392 A.J. Bastin et al.

R version 2.12.2 (R Foundation for Statistical Computing, Vienna, Austria) and Medcalc version 12.0.4 (MedCalc Software, Ostend, Belgium). Current data on the incidence and outcome of patients treated with RRT were compared with data from 1989 to 1990 [14] and 1997 to 1998 data [15] using Fisher exact test or a 1-sample t test, respectively.

3. Results

3.1. Baseline characteristics

During the 24-month study period, 1922 adult patients underwent cardiac surgery with CPB. We excluded patients who received a ventricular assist device (n = 8), had treatment with extracorporeal membrane oxygenation (n = 2), required RRT preoperatively (n = 7), had more than 1 episode of

Table 2 Baseline characteristics of 1881 patients undergoing cardiac surgery

Parameter Median (IQR) or n (%)

Age (y) 66 (56-74) Male sex 1340 (71.2) EuroSCORE a 5 (2-7) Logistic EuroSCORE a 3.49 (1.76-6.88) Redo surgery 222 (11.8) Nonelective surgery 341 (18.1) Preoperative IABP 14 (0.7) Preoperative creatinine (μmol/L) 92 (80-107) Preoperative eGFR (mL min−1 1.73 m−2)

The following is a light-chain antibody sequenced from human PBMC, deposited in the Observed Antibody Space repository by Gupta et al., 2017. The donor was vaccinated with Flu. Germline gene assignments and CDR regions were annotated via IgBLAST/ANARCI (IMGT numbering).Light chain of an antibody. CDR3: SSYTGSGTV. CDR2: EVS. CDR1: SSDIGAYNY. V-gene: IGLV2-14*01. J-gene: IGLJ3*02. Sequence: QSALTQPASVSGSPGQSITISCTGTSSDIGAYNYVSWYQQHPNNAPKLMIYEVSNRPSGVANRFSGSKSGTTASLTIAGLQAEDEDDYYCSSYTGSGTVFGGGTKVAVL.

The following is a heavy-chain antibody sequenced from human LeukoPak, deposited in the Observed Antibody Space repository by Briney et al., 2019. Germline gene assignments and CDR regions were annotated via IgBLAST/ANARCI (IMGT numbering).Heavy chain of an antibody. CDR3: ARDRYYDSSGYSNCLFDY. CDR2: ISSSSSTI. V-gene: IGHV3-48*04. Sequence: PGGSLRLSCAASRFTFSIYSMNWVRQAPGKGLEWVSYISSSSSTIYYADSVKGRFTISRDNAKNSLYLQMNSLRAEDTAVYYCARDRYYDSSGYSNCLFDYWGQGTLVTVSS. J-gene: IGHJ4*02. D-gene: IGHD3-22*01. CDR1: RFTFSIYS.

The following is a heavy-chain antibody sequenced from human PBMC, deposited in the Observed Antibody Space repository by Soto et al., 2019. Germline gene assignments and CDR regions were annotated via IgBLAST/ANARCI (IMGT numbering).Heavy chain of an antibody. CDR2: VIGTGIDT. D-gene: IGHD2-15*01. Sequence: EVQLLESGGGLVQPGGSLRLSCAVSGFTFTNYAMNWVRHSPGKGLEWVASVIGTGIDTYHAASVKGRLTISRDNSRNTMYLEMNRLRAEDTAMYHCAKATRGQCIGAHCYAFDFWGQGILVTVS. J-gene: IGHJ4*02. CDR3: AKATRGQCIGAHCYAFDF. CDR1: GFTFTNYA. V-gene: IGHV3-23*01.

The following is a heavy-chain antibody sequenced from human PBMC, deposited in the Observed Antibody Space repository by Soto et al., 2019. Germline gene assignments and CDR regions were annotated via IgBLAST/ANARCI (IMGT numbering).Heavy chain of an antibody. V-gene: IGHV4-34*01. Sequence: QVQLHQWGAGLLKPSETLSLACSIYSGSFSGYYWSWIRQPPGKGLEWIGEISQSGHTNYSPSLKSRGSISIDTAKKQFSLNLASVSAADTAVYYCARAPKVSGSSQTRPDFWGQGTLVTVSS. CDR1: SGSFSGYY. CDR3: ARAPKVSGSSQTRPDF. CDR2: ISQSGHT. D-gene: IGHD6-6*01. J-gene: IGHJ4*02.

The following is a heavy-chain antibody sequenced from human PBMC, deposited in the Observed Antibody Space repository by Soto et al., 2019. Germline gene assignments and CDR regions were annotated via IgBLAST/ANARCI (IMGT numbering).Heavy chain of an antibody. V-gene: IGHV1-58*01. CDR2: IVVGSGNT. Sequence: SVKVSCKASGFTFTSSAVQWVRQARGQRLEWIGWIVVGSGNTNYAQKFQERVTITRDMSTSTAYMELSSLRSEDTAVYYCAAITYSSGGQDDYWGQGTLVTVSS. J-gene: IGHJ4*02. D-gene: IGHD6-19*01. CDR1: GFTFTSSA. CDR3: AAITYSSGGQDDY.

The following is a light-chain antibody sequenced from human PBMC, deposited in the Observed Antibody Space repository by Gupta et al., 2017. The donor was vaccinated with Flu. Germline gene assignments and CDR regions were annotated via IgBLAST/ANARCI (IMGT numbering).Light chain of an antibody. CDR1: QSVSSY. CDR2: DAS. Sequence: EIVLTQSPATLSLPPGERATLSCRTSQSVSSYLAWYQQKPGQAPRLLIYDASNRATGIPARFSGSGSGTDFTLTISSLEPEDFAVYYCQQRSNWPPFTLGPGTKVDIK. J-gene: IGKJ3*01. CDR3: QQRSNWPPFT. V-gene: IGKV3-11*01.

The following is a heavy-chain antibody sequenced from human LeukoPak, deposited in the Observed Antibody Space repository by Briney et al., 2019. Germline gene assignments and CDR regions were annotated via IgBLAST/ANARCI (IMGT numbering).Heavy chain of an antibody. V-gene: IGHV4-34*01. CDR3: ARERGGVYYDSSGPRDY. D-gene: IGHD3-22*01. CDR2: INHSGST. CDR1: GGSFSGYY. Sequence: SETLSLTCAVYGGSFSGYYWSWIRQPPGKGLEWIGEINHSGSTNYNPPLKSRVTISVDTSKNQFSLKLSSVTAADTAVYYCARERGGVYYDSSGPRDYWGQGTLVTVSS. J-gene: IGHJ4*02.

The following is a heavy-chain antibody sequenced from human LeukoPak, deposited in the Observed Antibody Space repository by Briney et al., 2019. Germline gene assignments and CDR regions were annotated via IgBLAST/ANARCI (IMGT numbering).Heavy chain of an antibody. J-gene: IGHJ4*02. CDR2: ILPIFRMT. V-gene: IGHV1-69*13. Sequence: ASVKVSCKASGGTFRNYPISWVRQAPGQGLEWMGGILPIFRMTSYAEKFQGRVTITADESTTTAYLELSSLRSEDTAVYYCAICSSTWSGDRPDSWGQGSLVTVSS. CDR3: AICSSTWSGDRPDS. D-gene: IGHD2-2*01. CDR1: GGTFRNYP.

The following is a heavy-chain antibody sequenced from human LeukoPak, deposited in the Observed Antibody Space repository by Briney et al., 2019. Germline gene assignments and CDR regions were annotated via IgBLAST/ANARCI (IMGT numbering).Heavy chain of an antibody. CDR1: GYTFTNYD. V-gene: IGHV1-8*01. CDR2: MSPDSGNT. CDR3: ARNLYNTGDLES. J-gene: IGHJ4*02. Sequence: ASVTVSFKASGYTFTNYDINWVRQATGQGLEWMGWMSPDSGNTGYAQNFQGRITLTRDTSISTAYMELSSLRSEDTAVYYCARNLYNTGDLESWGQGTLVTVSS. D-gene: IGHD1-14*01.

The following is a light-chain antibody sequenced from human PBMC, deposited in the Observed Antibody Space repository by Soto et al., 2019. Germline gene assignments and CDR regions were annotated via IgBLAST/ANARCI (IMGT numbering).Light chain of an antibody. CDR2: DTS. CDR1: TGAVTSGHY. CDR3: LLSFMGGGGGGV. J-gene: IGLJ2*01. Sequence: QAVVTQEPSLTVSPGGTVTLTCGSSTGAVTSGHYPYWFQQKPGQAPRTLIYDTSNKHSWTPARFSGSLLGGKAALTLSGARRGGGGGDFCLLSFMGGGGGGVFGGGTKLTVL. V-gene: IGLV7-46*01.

68 (56-80)

Preoperative eGFR (mL min−1 1.73 m−2) ≥90 210 (11.2) 60-89 1045 (55.6) 45-59 424 (22.6) 30-44 166 (8.8) 15-29 33 (1.8) b15 2 (0.1) Procedure CABG only 895 (47.6) AVR only 288 (15.3) MVR/Repair only 165 (8.8) AVR + CABG 161 (8.6) Surgery involving aorta ± AVR 65 (3.5) Other 307 (16.3) Bypass time (min) b 98 (79-128) Cross-clamp time (min) b 59 (44-88) Circulatory arrest, n (%) b 24 (1.3)

IQR indicates interquartile range; AVR, aortic valve replacement; MVR, mitral valve replacement; eGFR, estimated GFR; IABP, intra-aortic balloon pump.

a EuroSCORE (European System for Cardiac Operative Risk Evaluation) not applicable to 194 patients with adult congenital heart disease. Data missing for 6 patients.

b Data missing for 65 (3.5%) patients.

CPB during the same admission (n = 5), and who died within 24 hours of surgery (n = 19). The remaining 1881 patients were included in the analysis. Baseline characteris- tics and operative details are shown in Table 2. One third of patients had a preoperative estimated GFR of less than 60 mL min−1 1.73 m−2 consistent with the diagnosis of chronic kidney disease stage 3 or worse.